When hope is a hindrance

For Arendt, hope in dark times is no match for action | Aeon Essays
A film still of survivors leaving Auschwitz after liberation. The film was taken by the Soviet army and according to the USHMM consists of both staged and unrehearsed footage taken in the first hours and days of the survivors liberation in January 1945, as well as scenes of their evacuation, which took place weeks or months later. Photo by AKG London

For Hannah Arendt, hope is a dangerous barrier to courageous action. In dark times, the miracle that saves the world is to act

Samantha Rose Hill is a senior fellow at the Hannah Arendt Center for Politics and Humanities and associate faculty at the Brooklyn Institute for Social Research and the University of the Underground. She is the author of Hannah Arendt (2021) and Hannah Arendt’s Poems (forthcoming 2022), and her work has appeared in the Los Angeles Review of Books, LitHub, OpenDemocracy, Public Seminar, Contemporary Political Theory and Theory & Event.

Edited by Nigel Warburton

As Hannah Arendt and her husband Heinrich Blücher waited in Montauban, France in the summer of 1940 to receive emergency exit papers they did not give into anxiety or despair. They found bicycles and explored the beautiful French countryside during the day and delighted in the detective novels of Georges Simenon at night. In the words of Helen Wolff: ‘Hannah, in her high-spirited way, made of this anguishing experience a kind of gift of time.’ It was ‘a hiatus within a life of work and duties’.

Which is not how one might be inclined to act when their life is in peril. What enabled Arendt to make a gift of time during such an anguishing experience?

It wasn’t hope.

Arendt was never given to hopeful thinking. As early as 1929, she saw what was happening in Germany, and lost friendships because of it. She despised what she called ‘opportunistic politics’, which ‘leaves behind it a chaos of contradictory interests and apparently hopeless conflicts’. And she turned away from any notion of messianism that might offer redemption in the future. After the war, in a letter to the American philosopher Glenn Gray, she wrote that the only book she recommends to all her students is Hope Against Hope by Nadezhda Mandelstam. Written by the wife of the Russian poet Osip Mandelstam, the devastating memoir details life under Stalin’s regime and the struggle to stay alive. (In Russian, nadezhda means hope.) Arendt called it ‘one of the real documents’ of the 20th century.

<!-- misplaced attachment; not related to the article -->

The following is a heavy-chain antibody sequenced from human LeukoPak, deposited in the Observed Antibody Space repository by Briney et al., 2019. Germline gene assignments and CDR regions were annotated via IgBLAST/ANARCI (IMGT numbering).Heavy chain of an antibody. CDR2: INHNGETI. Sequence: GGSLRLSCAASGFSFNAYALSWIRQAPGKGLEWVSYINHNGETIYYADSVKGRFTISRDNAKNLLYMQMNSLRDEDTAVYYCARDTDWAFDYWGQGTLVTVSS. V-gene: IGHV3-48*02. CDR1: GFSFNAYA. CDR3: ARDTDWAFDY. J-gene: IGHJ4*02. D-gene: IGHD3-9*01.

Many discussions of hope veer toward the saccharine, and speak to a desire for catharsis. Even the most jaded observers of world affairs can find it difficult not to catch their breath at the moment of suspense, hoping for good to triumph over evil and deliver a happy ending. For some, discussions of hope are attached to notions of a radical political vision for the future, while for others hope is a political slogan used to motivate the masses. Some people uphold hope as a form of liberal faith in progress, while for others still hope expresses faith in God and life after death.

Arendt breaks with these narratives. Throughout much of her work, she argues that hope is a dangerous barrier to acting courageously in dark times. She rejects notions of progress, she is despairing of representative democracy, and she is not confident that freedom can be saved in the modern world. She does not even believe in the soul, as she writes in one love letter to her husband. The political theorist George Kateb once remarked that her work is ‘offensive to a democratic soul’. When she was awarded an honorary degree at Smith College in Massachusetts in 1966, the president said: ‘Your writings challenge the mind, disturb the conscience, and depress the spirit of your readers; yet out of your wisdom and firm belief in mankind’s inner strength comes a sure hope.’

I imagine Arendt might have responded: ‘“Sure hope” for what exactly?’

Arendt never offers a systematic account of hope, but she returns to hope throughout her work. She begins her essay ‘What Is Freedom?’ by declaring: ‘To raise the question, what is freedom? seems to be a hopeless enterprise.’ In her essay ‘On Humanity in Dark Times’, she writes: ‘In hope, the soul overleaps reality, as in fear it shrinks back from it.’ And her book The Origins of Totalitarianism (1951) begins with a discussion of hope: ‘Desperate hope and desperate fear often seem closer to the centre of such events than balanced judgment and measured insight.’

Arendt’s most devastating account of hope appears in her essay ‘The Destruction of Six Million’ (1964) published by Jewish World. Arendt was asked to answer two questions. The first was why the world remained silent as Hitler slaughtered the Jewish people, and whether or not Nazism had its roots in European humanism. The second was about the sources of helplessness among the Jewish people…

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